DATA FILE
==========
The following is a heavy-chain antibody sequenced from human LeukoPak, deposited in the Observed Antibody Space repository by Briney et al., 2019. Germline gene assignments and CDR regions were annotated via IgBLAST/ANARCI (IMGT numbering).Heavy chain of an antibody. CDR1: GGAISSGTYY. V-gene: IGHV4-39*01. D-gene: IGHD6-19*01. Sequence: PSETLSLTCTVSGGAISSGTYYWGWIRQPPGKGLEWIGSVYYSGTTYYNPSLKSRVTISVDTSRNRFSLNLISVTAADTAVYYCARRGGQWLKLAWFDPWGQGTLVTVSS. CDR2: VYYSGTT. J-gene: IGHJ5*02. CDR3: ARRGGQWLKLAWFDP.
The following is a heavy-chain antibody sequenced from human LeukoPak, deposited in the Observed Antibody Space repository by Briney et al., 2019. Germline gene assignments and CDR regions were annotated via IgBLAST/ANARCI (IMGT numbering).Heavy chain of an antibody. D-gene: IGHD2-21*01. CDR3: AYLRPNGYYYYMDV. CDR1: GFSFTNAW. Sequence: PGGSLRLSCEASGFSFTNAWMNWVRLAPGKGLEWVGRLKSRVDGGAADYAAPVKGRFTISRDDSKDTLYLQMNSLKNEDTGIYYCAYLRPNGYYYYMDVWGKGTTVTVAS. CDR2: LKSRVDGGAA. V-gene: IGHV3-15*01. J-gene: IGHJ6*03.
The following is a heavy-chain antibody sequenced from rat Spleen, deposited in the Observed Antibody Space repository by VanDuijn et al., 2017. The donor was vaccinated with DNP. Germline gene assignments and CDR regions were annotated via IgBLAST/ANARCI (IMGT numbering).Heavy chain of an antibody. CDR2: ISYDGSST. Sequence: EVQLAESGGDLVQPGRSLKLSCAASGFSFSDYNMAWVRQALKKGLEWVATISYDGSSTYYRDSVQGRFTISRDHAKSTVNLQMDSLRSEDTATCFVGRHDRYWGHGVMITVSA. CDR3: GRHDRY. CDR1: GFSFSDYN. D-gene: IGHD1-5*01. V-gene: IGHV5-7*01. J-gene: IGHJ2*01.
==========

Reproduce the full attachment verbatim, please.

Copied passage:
The following is a heavy-chain antibody sequenced from human LeukoPak, deposited in the Observed Antibody Space repository by Briney et al., 2019. Germline gene assignments and CDR regions were annotated via IgBLAST/ANARCI (IMGT numbering).Heavy chain of an antibody. CDR1: GGAISSGTYY. V-gene: IGHV4-39*01. D-gene: IGHD6-19*01. Sequence: PSETLSLTCTVSGGAISSGTYYWGWIRQPPGKGLEWIGSVYYSGTTYYNPSLKSRVTISVDTSRNRFSLNLISVTAADTAVYYCARRGGQWLKLAWFDPWGQGTLVTVSS. CDR2: VYYSGTT. J-gene: IGHJ5*02. CDR3: ARRGGQWLKLAWFDP.
The following is a heavy-chain antibody sequenced from human LeukoPak, deposited in the Observed Antibody Space repository by Briney et al., 2019. Germline gene assignments and CDR regions were annotated via IgBLAST/ANARCI (IMGT numbering).Heavy chain of an antibody. D-gene: IGHD2-21*01. CDR3: AYLRPNGYYYYMDV. CDR1: GFSFTNAW. Sequence: PGGSLRLSCEASGFSFTNAWMNWVRLAPGKGLEWVGRLKSRVDGGAADYAAPVKGRFTISRDDSKDTLYLQMNSLKNEDTGIYYCAYLRPNGYYYYMDVWGKGTTVTVAS. CDR2: LKSRVDGGAA. V-gene: IGHV3-15*01. J-gene: IGHJ6*03.
The following is a heavy-chain antibody sequenced from rat Spleen, deposited in the Observed Antibody Space repository by VanDuijn et al., 2017. The donor was vaccinated with DNP. Germline gene assignments and CDR regions were annotated via IgBLAST/ANARCI (IMGT numbering).Heavy chain of an antibody. CDR2: ISYDGSST. Sequence: EVQLAESGGDLVQPGRSLKLSCAASGFSFSDYNMAWVRQALKKGLEWVATISYDGSSTYYRDSVQGRFTISRDHAKSTVNLQMDSLRSEDTATCFVGRHDRYWGHGVMITVSA. CDR3: GRHDRY. CDR1: GFSFSDYN. D-gene: IGHD1-5*01. V-gene: IGHV5-7*01. J-gene: IGHJ2*01.